"Jacob Wyckoff of Middlebush, New Jersey, in a short statement about Claes Cornelissen on page 49 of Volume VIII, Somerset County Historical Quarterly, asserts: (1) that Margaret van der Goos was the wife of Claes Cornelissen; (2) that they were the parents of Pieter Claesen [van Norden] (afterward surnamed Wyckoff); (3) that these three persons came to America in the ship Rensselaerswyck, arriving at New Amsterdam in March, 1637. We find that the Van Rensselaer-Bowyer Manuscripts, giving the names of the passengers in this vessel and a complete account of the voyage, daily, from the departure from Amsterdam on September 25, 1636, to the arrival on April 3, 1637, of the vessel at the colony of Rensselaerswyck on the Hudson River opposite the present site of the city of Albany, does not mention Claes Cornelissen van Schouw or Margaret van der Goos. It is quite certain that neither one came in the Rensselaerswyck or ever lived in the colony of Rensselaerswyck, or was present in America before 1639."
"That Claes Cornelissen van Schouw, born about 1605, was the father of Pieter Claesen van Norden, who arrived in the colony of Rensselaerswyck with his employer, Simon Walischz, on the arrival of the ship Rensselaerswyck, April 3, 1637, and who on that same day began to draw a man’s wages as an employee on Simon’s farm, is without a particle of record evidence. The idea of any relationship between these two men is untenable guesswork. Nevertheless, Claes has been accepted by some of the Wyckoff family as the father of Pieter, upon the ground that Pieter Claesen’s second name implies that his father’s Christian name was Claes (Nicholas). Claes Cornelissen, found residing in Amersfoort where resided Pieter Claesen van Norden (after 1686 called Wyckoff), has been seized upon as the father of Pieter, notwithstanding that Pieter was at least twenty years old when the first child of Claes was baptized in New Amsterdam in 1640; and if Claes Cornelissen’s solemn declaration that he was born about 1605 was a true declaration, he would have been not over fifteen years of age when Pieter Claesen van Norden was born. Fifteen years before either of these two men came to Amersfoort another man, Claes Cornelissen van Voorhout, was living close to Pieter Claesen van Norden on the island of Papscanee, colony of Rensselaerswyck, certainly without relationship one to another. Norden in German, whence Pieter came in 1636, is about 125 miles from Schouwen in Holland, whence Claes Cornelissen came about May, 1640. A study of the records and associations of both men reveal them to have had nothing in common, and to have been unlike in their characters, social positions, and material circumstances. They never appear in any record in any warranting the suggestion that they were related. No property of Claes Cornelissen van Schouw is found in the possession of Pieter Claesen van Norden, or Wyckoff, at any time, nor did their lands adjoin. Their widely separated homes in the Netherlands and in Germany separate them decisively, and no record in America brings them together as relatives. Notwithstanding these facts, the compiler of a recent work upon the ancestry of Eugene Dorr Felt, has seized upon the published error, and, without investigating it, has repeated it in all solemnity."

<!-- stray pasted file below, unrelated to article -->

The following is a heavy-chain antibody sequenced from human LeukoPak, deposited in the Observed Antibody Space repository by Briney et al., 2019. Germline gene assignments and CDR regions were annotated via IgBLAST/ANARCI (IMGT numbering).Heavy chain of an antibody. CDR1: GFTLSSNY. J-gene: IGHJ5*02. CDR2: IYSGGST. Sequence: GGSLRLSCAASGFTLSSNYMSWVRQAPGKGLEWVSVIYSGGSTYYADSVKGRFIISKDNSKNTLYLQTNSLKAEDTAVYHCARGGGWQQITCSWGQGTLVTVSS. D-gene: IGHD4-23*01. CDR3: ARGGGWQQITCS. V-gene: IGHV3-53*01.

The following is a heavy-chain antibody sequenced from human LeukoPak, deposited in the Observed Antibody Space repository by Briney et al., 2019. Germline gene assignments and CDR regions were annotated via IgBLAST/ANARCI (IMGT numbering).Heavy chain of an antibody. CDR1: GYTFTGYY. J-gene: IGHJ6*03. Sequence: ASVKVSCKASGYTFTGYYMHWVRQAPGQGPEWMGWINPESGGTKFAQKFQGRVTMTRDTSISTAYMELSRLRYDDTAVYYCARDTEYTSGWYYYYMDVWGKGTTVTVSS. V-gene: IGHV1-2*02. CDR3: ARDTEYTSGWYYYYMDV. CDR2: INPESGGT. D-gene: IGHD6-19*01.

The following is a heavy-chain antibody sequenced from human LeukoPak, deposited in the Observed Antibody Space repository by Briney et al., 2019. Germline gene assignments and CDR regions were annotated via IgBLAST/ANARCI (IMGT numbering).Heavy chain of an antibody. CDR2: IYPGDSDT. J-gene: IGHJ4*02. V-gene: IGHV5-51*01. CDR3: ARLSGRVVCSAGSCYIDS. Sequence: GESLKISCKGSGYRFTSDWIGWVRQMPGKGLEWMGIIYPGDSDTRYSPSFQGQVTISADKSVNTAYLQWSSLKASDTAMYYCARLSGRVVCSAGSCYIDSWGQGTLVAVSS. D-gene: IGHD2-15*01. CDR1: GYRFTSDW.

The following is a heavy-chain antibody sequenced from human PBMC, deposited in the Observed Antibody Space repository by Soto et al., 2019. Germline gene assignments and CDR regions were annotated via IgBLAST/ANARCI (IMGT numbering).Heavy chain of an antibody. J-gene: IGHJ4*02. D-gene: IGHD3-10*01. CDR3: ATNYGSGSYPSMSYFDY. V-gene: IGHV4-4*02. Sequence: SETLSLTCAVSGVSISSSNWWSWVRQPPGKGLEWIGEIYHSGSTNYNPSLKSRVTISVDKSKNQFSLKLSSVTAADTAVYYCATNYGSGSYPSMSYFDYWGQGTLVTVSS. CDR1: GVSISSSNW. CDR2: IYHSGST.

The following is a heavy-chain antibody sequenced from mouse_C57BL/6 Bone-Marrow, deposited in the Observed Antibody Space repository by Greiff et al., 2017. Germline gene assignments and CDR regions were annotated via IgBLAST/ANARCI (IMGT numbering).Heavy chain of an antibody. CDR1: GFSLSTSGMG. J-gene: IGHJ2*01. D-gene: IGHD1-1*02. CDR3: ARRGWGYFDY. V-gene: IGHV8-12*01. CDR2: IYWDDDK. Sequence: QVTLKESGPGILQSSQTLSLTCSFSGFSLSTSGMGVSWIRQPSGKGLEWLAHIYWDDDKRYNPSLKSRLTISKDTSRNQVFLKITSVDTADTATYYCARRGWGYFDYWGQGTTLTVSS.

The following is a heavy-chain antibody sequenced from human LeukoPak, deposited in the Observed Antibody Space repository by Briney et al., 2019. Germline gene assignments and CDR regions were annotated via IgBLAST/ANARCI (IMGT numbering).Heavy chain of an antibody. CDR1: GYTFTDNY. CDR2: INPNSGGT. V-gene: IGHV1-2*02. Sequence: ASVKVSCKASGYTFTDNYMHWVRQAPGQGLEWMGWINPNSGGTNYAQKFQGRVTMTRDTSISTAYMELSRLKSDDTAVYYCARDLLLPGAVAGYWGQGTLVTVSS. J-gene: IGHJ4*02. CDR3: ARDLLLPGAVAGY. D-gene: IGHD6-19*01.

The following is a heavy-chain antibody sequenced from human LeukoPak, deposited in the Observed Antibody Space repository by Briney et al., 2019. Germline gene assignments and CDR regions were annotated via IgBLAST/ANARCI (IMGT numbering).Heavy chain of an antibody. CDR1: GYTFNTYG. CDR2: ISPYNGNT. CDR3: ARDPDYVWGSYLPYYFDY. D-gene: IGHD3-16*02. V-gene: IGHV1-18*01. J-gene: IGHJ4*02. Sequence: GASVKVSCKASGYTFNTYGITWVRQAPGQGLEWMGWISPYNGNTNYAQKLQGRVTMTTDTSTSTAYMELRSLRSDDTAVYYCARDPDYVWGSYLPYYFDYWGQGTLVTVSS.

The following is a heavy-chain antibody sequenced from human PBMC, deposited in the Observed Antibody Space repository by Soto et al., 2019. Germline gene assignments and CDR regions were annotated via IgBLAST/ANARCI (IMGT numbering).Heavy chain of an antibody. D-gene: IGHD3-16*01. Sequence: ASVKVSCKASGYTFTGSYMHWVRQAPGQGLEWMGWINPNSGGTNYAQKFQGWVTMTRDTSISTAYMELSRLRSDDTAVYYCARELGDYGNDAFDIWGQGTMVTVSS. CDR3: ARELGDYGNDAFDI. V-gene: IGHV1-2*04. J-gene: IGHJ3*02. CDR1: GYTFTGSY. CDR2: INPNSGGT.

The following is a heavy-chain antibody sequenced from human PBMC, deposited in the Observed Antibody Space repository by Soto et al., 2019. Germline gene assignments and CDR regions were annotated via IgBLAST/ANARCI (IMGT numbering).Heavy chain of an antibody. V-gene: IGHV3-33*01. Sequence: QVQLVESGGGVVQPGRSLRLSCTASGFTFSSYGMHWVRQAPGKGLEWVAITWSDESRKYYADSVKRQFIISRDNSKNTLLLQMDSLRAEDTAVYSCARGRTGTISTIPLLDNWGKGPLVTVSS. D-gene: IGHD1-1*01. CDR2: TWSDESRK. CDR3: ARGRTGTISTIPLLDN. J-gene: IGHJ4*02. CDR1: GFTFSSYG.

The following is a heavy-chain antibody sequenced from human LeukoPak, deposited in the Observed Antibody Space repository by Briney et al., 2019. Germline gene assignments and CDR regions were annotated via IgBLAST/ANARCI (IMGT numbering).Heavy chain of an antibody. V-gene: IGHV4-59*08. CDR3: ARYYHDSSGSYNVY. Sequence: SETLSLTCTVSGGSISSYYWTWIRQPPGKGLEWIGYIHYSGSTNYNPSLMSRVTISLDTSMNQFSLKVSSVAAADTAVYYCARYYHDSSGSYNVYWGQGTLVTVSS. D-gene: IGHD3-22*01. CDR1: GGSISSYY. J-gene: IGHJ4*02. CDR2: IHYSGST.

References
  1. Stevens, Bryce Henderson. Vanosdol family outline, 1597-1967. (Salt Lake City, Utah: Genealogical Society of Utah, 1982), p. 4.

    See source page for Addendum information

  2. 2.0 2.1 Hoppin, Charles A. The Washington ancestry: and records of the McClain, Johnson, and forty other colonial American families: prepared for Edward Lee McClain. (Greenfield, Ohio: Private printing by Yale University Press for Edward Lee McClain, 1932), 3:102, Secondary quality.

    Gives many references to original sources.

  3.   Van Laer, Arnold J. F. (Arnold Johan Ferdinand). Minutes of the court of Rensselaerswyck, 1648-1652. (Albany [New York]: University of the State of New York, 1922), p, 810, Primary quality.
  4. Hoppin, Charles A. Washington Ancestry, 3:173-176, Secondary quality.
  5. 5.0 5.1 5.2 Hoppin, Charles A. Washington Ancestry, 3:101, Secondary quality.
  6. Hoppin, Charles A. Washington Ancestry, 3:117.